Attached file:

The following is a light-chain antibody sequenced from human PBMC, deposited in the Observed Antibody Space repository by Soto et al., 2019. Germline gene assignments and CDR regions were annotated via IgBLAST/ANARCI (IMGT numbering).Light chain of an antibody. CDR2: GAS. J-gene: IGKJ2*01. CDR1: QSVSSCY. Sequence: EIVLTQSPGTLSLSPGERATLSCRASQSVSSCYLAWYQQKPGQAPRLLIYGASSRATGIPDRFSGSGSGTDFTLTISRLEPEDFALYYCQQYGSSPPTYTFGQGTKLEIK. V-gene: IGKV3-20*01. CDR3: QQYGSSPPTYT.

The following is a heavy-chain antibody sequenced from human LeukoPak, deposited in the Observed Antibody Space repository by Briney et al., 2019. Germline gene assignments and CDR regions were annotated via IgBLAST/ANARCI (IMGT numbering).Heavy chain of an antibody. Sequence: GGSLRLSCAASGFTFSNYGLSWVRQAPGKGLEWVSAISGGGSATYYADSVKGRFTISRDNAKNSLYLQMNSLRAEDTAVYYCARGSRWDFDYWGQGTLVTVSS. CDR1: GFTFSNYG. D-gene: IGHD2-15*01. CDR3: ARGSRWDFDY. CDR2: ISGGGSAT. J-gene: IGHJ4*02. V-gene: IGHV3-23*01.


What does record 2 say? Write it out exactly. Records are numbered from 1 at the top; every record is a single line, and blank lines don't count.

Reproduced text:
The following is a heavy-chain antibody sequenced from human LeukoPak, deposited in the Observed Antibody Space repository by Briney et al., 2019. Germline gene assignments and CDR regions were annotated via IgBLAST/ANARCI (IMGT numbering).Heavy chain of an antibody. Sequence: GGSLRLSCAASGFTFSNYGLSWVRQAPGKGLEWVSAISGGGSATYYADSVKGRFTISRDNAKNSLYLQMNSLRAEDTAVYYCARGSRWDFDYWGQGTLVTVSS. CDR1: GFTFSNYG. D-gene: IGHD2-15*01. CDR3: ARGSRWDFDY. CDR2: ISGGGSAT. J-gene: IGHJ4*02. V-gene: IGHV3-23*01.